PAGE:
Ibiza – The Prodigy
The Prodigy’s 1996 track “Ibiza” is a surprising anthem for the European clubbing mecca of the same name.
The song, which samples the melody of Nina Simone’s “Ain’t Got No, I Got Life,” is a high-energy ode to hedonism, featuring lines like “I want to get wasted!” and “All night, all day!”
On the surface, it seems like a typical club track, but a closer listen reveals that it’s actually a love letter to Ibiza and its unique party culture.
In an interview with Rolling Stone, frontman Liam Howlett explained that the song was inspired by a trip he took to the island in 1995.
Just Like Christmas – Low
Just Like Christmas is a song by Low, released as a single in 2002.
The song is based on the band’s experiences touring Europe during the Christmas season.
The song reflects on the feeling of alienation that comes with being away from home during the holidays, as well as the sense of wonder that comes with seeing new places.
In spite of its somber lyrical content, Just Like Christmas is a beautiful and optimistic song, with a simple but catchy melody.
Copenhagen – Scott Walker
Copenhagen is a song written by Scott Walker and released in 1967.
The song is about Europe and the city of Copenhagen in Denmark.
Walker reported that he was inspired to write the song after visiting Copenhagen and seeing the city’s many tourists.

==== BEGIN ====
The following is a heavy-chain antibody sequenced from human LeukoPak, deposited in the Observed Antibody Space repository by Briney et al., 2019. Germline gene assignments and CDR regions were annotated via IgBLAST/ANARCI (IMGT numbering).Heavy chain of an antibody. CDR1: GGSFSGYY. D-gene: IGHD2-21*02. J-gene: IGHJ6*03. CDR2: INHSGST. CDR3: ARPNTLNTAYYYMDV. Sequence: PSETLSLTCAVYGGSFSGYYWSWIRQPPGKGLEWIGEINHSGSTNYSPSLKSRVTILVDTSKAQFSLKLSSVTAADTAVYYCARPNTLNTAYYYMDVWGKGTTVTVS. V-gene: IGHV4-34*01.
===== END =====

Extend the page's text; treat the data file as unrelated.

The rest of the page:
The lyrics of the song describe the sights and sounds of the city, as well as the feeling of being in a foreign place.
Walker’s lyrics paint a picture of a bustling city full of life and activity.
The song has been praised for its accurate portrayal of Copenhagen, and it continues to be popular with tourists and music lovers alike.
Where Are We Now? – David Bowie
“Where Are We Now?” is a song by David Bowie, released on his 2013 album The Next Day.
The song is a reflection on Bowie’s time in Europe, and how the continent has changed since he first visited it in the 1970s.
The lyrics are full of nostalgia, as Bowie recalls the people and places that he remembers from his youth.
However, there is also a sense of hope in the song, as Bowie looks to the future and how Europe will continue to evolve.
“Where Are We Now?” is a beautiful tribute to Bowie’s time in Europe, and a reminder of how the continent has always been a place of change and growth.
Bedlam In Belgium – AC/DC
AC/DC’s “Bedlam in Belgium” is a song about the band’s experiences touring Europe in the 1980s.
The song features some of the band’s signature elements, including Angus Young’s distinctive guitar work and Brian Johnson’s powerful vocals.